The Jewish Broadcasting Service, just in time for the high holidays, is set to land on Spectrum cable systems in Milwaukee and several other Wisconsin markets on Sept. 1.
JBS, which was founded in 2008 and shows a wide variety of Jewish and Israeli programming, had already been available for those who subscribe to Comcast and DirecTV, as well as those who stream with Roku, Apple TV, Amazon Fire TV and the JBS website. But now, at the start of September, it’s coming to Spectrum customers in such markets as Milwaukee, Madison, Green Bay, Sheboygan, Wausau, Fond du Lac and Oshkosh.
“We have been talking with Spectrum since their initial launches to bring our important and relevant programming to their customers in all their markets,” David Brugnone, the chief marketing officer for Jewish Broadcasting Service, told the Wisconsin Jewish Chronicle.
JBS was available on Spectrum in other markets, but now it’s being added in many more of them, the Wisconsin cities included.
“Last year, we were told that Spectrum was considering adding JBS in all their markets and would begin their internal processes to determine how and when JBS could be added in their service areas that did not initially launch JBS.”
Spectrum, owned by Charter Communications, is the nation’s second-largest cable provider, behind Comcast.
Formerly known as Shalom TV and renamed the Jewish Broadcasting Service in 2014, JBS was founded in 2006 by Rabbi Mark S. Golub, who passed away in January. In addition to his work as a rabbi and media figure, Golub was also a prolific producer of Broadway shows. His daughter, Darah Golub, is now JBS’ acting CEO. (No relation to our Chronicle editor, Rob Golub.)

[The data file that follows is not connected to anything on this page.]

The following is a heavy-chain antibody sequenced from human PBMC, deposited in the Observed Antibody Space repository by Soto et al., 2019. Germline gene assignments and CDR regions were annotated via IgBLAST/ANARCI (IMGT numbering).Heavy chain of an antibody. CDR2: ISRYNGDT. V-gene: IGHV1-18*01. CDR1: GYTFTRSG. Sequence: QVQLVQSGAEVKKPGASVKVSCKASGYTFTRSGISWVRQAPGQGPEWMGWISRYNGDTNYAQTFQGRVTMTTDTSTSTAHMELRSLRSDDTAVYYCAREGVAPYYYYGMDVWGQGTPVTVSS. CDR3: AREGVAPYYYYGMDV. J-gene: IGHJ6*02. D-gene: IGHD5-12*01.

JBS, when it launched on Comcast in 2008, was “the first Jewish television channel ever to be included in the lineup of a major American provider,” Darah Golub told the Wisconsin Jewish Chronicle in an interview.
A 501(c)(3) nonprofit organization, JBS “celebrates all things Jewish — a panorama of Jewish life.”
JBS produces some shows itself, in its Times Square studio in New York, including the interview show “In the Spotlight” with Abigail Pogrebin, as well as “Eye on Israel,” hosted by Shahar Azani.
“Those two programs represent… what JBS is trying to do, basically through conversation and thoughtful engagement,” Golub said. “They represent the arts and culture, and the conversations aspect, and the love of Israel.”
JBS also acquires other shows that fill out the rest of its programming slate, including shows from the Anti-Defamation League, the 92nd Street Y, and the Friends of the IDF. Golub added that while it is a Jewish network, “we have plenty of non-Jewish viewers as well.” The channel also has a programming slot called “Jewish Film Festival,” which shows Jewish-themed movies.
Golub noted that shabbat and high holiday services are available to watch on JBS, especially for “Jews who are isolated, or homebound and unable to go to a synagogue.” Services are offered for those who prefer different denominations.
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